The reality is that as long as powerful people control the dominant public narratives, no ground will be gained in steering our species away from the status quo trajectory that’s killing us, because you won’t be able to awaken mainstream consciousness to what’s going on. The only thing that has any hope of prying the oligarchic hands off the steering wheel is the mainstream public seeing what they’re doing and using the power of their numbers to force drastic change in a wildly different direction. If we can’t make that happen, we’re all just banging on locked doors while the curtain closes on humanity.
We all need to do better. I include myself in this. We need to try new things. Many, many new things. We need new ideas. What kind of new ideas? I don’t know, that’s why I’m telling you. I’m just one woman, and I put as many ideas out there as I can, but it’s not enough. Clearly it’s not enough, because here we are.
In my opinion the obvious way to open up a path for dissident ideas to replace the status quo is to kill the public trust in the stories they were told in school and continue to be told by the mass media about the kind of world and country they live in, but so far that hasn’t happened. My own ideas for advancing that agenda which I’ve been seeding into the world have been inadequate, and so have everyone else’s. So we need more new ideas. Lots and lots of new ideas.
What we’ve tried up until now hasn’t worked, so if there’s anything that might work it’s going to come from a wildly unanticipated direction, from way outside the failed mental processes which have accompanied us to this point. We need to open ourselves to that kind of idea.
That’s basically all I’ve got to offer today. A helpless but sincere plea for humanity to try something new, spat out onto the internet in the Hail Mary hope that it might plant some seeds and loosen the soil for something unprecedented to open up in human consciousness. Sometimes that’s all that we can do.
We are witnessing a worldwide environmental collapse, and nobody seems to know how to stop it. As you will see below, a study that was just released that looked at more than 5,000 species of birds, mammals and amphibians discovered that nearly a quarter of them “will almost certainly face extinction”. Never before has our society faced such a massive collapse of life on a planetary scale, and yet the vast majority of the population doesn’t seem concerned about what is happening. Species after species is being permanently wiped out, and most of us couldn’t care less.
The time for action is now. According to this new study, over 1,200 species will soon be extinct unless dramatic action is taken. The following comes from the Guardian…
More than 1,200 species globally face threats to their survival in more than 90% of their habitat and “will almost certainly face extinction” without conservation intervention, according to new research.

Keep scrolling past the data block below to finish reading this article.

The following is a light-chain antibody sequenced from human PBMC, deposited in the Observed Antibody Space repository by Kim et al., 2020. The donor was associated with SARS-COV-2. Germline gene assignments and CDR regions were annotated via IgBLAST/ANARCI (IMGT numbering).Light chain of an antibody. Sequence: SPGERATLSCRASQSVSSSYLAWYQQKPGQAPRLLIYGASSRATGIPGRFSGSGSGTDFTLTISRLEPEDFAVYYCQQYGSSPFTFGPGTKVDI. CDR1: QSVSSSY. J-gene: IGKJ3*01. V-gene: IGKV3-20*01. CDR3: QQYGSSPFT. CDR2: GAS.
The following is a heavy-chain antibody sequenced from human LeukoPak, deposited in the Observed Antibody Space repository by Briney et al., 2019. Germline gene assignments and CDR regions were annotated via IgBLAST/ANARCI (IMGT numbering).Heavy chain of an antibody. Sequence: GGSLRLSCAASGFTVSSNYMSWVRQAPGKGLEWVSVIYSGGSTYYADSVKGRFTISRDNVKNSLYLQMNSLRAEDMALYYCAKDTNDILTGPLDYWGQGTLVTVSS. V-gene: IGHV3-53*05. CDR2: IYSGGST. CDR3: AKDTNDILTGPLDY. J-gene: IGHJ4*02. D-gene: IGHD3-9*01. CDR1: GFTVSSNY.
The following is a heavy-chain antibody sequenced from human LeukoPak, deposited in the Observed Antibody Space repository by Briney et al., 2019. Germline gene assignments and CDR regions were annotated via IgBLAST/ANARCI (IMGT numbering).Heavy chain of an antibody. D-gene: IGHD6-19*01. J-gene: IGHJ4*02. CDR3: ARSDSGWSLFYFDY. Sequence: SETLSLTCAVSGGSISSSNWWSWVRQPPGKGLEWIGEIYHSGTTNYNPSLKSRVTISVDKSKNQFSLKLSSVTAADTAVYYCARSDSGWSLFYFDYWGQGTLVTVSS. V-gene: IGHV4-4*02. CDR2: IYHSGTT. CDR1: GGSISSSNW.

Scientists working with Australia’s University of Queensland and the Wildlife Conservation Society have mapped threats faced by 5,457 species of birds, mammals and amphibians to determine which parts of a species’ habitat range are most affected by known drivers of biodiversity loss.
Once these species are gone, they will be gone forever.
Scientists are telling us that we have entered “the sixth major extinction” in the history of our planet. A brand new survey of 73 scientific reports that was just released has come to the conclusion that the total number of insects on the globe is falling by 2.5 percent per year. If we stay on this current pace, the survey warns that there might not be “any insects at all” by the year 2119. And since insects are absolutely critical to the worldwide food chain, that has extremely ominous implications for all of us.
In case you are wondering, humanity would not survive very long without insects.
In fact, it has been estimated that if all bees go extinct that most of humanity will be wiped out within ten years.
The global food chain is literally dying right in front of our eyes, and I cannot understand why more people are not deeply alarmed by this.
We are facing an unprecedented crisis in our oceans as well. Researchers in Canada have discovered that levels of phytoplankton have dropped by about 40 percent since 1950…
The tiny organisms, known as phytoplankton, also gobble up carbon dioxide to produce half the world’s oxygen output—equaling that of trees and plants on land.
But their numbers have dwindled since the dawn of the 20th century, with unknown consequences for ocean ecosystems and the planet’s carbon cycle.
Researchers at Canada’s Dalhousie University say the global population of phytoplankton has fallen about 40 percent since 1950.
Without phytoplankton, our oceans would quickly become giant “dead zones”, and at the pace we are going we don’t have too long before that will happen.
And the truth is that the frightening drop in phytoplankton levels is already having a dramatic impact on the food chain. I have shared the following quote from Chris Martenson before, but it is worth sharing again…
Fewer phytoplankton means less thiamine being produced. That means less thiamine is available to pass up the food chain. Next thing you know, there’s a 70% decline in seabird populations.
This is something I’ve noticed directly and commented on during my annual pilgrimages to the northern Maine coast over the past 30 years, where seagulls used to be extremely common and are now practically gone. Seagulls!
Next thing you know, some other major food chain will be wiped out and we’ll get oceans full of jellyfish instead of actual fish.
Are you starting to understand where I am coming from?
Our planet is literally dying, and there is only a very, very limited amount of time to do anything about it.
Meanwhile, western civilization is dying as well. Paul Joseph Watson has just produced a video entitled “The Collapse Of Western Civilization”, and it is perhaps the finest video that he has created to date. If you have not seen it yet, I would encourage you to check it out.